Monday, January 21, 2013

Creating Peace: Our Choices Make a Difference

In a culture and a world so often driven by anger, fear, and greed, when we choose instead to make choices with a gracious, grateful heart, honoring each of us has conditioning that can bring out the best or the worst in us, we take steps to create a more just and peaceful world.
 It does take courage, patience, and perseverance even to be peaceful with our own inner critic. She may be the demanding voice we first heard on our home front or in school, telling us to “ get busy, don’t cry, listen to your elders” even when their words are hurtful, still undermining our self-worth into adulthood unless we learn to realize where these negative messages have come from, and delete their impact.
  We can always choose to follow a path no one modeled for us.  It will take perseverance, willingness to face our own dark sides, self-acceptance, and finding meaningful ways to be in community with others seeking a more peaceful lifestyle and learning more effective communication skills.
 It helps to realize the history of Europe and our country is riddled with times of war, repression, revolt, and rebellion that continue into present time.  When the needs and rights of others are ignored or silenced, peace isn’t likely. We have a long history of domination and submission, with struggles that were rarely resolved peacefully.
 To be at peace, we need to first be kind, gentle and forgiving with ourselves before we can take time to be responsive in a nurturing way to others when their behavior or words irritate us.  Our culture glorifies important, influential men from our presidents to cool film figures who solve problems by killing people.  It is quick, sure, and still considered manly.  So given such role models, it is no wonder we haven’t taught our children to value mediation and non-violent communication as effective ways to resolve tough problems.  Creating peace has to do with respecting one another, honoring differences, and taking the time to understand and be in another’s shoes; these are not quick fixes.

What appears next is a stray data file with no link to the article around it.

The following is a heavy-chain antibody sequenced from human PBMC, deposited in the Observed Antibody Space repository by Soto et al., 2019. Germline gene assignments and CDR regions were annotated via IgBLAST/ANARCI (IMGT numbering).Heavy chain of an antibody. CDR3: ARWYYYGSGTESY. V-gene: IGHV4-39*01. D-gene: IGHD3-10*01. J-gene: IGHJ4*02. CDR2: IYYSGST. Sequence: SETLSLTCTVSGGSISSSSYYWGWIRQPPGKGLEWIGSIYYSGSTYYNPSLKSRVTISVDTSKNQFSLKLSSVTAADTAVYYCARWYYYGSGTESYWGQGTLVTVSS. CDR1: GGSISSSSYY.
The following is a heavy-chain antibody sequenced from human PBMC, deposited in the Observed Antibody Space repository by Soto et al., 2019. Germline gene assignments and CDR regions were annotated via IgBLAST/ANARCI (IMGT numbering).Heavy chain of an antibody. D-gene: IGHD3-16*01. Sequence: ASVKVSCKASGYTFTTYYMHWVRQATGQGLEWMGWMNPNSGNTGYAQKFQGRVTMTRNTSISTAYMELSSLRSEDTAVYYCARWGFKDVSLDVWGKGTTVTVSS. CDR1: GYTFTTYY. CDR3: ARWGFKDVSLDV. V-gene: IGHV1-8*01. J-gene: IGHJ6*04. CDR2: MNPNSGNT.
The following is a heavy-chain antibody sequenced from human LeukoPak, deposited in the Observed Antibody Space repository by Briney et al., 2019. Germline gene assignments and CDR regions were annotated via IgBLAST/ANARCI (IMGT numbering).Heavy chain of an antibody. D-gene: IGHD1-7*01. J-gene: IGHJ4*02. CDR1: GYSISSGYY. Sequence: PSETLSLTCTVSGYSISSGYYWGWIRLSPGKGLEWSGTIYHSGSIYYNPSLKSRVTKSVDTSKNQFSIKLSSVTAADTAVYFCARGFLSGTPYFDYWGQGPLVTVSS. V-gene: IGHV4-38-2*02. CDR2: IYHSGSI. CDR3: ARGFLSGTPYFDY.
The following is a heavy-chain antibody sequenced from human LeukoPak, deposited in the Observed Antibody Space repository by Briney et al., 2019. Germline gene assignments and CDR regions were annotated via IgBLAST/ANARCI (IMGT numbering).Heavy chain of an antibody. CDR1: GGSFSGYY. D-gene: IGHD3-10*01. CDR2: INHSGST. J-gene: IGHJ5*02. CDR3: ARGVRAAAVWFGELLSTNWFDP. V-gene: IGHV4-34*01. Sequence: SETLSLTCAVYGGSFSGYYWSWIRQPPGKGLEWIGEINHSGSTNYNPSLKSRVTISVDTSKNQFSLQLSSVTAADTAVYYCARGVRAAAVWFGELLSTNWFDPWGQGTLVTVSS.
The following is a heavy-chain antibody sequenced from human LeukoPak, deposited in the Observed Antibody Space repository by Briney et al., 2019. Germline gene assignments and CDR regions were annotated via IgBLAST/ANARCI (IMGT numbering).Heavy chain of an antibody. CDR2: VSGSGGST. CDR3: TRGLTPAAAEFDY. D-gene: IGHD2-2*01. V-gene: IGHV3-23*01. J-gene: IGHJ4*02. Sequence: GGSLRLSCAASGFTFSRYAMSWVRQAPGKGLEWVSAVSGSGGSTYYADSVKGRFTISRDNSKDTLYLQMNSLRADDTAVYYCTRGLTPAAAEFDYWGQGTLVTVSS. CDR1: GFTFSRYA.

We can choose thoughts that make us feel good, but we all have an inner dialogue of discomforting thoughts as well.  We can make a choice to question beliefs that give us stress; often they aren’t necessarily true, or we can choose to believe “this too shall pass.” Discretion in what channels we allow our minds to focus on can help us feel more at peace, aware where we do have some power to make a difference.  Peace does begin at home, in our own minds and our personal choices.  As we make peace a priority in our interactions at every level, we model this new behavior for generations to come.
  written by Carol Browning  Jan. 20, 2013

No comments:

Post a Comment